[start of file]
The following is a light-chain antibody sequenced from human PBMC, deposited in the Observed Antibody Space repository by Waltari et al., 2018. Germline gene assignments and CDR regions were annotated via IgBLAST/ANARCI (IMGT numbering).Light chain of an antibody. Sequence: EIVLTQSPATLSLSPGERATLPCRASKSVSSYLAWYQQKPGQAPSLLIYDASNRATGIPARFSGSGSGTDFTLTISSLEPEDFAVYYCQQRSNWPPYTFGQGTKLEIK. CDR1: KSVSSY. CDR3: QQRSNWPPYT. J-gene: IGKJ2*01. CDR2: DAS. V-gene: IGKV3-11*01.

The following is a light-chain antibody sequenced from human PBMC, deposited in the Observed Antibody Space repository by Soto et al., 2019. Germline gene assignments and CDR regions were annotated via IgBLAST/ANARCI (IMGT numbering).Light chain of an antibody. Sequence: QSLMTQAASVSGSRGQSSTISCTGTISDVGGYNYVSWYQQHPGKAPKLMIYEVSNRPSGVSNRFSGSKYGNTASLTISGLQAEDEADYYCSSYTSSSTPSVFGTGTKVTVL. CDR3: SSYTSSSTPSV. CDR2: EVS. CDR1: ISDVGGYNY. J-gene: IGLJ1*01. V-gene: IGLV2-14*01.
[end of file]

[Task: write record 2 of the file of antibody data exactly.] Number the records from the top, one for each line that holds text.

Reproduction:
The following is a light-chain antibody sequenced from human PBMC, deposited in the Observed Antibody Space repository by Soto et al., 2019. Germline gene assignments and CDR regions were annotated via IgBLAST/ANARCI (IMGT numbering).Light chain of an antibody. Sequence: QSLMTQAASVSGSRGQSSTISCTGTISDVGGYNYVSWYQQHPGKAPKLMIYEVSNRPSGVSNRFSGSKYGNTASLTISGLQAEDEADYYCSSYTSSSTPSVFGTGTKVTVL. CDR3: SSYTSSSTPSV. CDR2: EVS. CDR1: ISDVGGYNY. J-gene: IGLJ1*01. V-gene: IGLV2-14*01.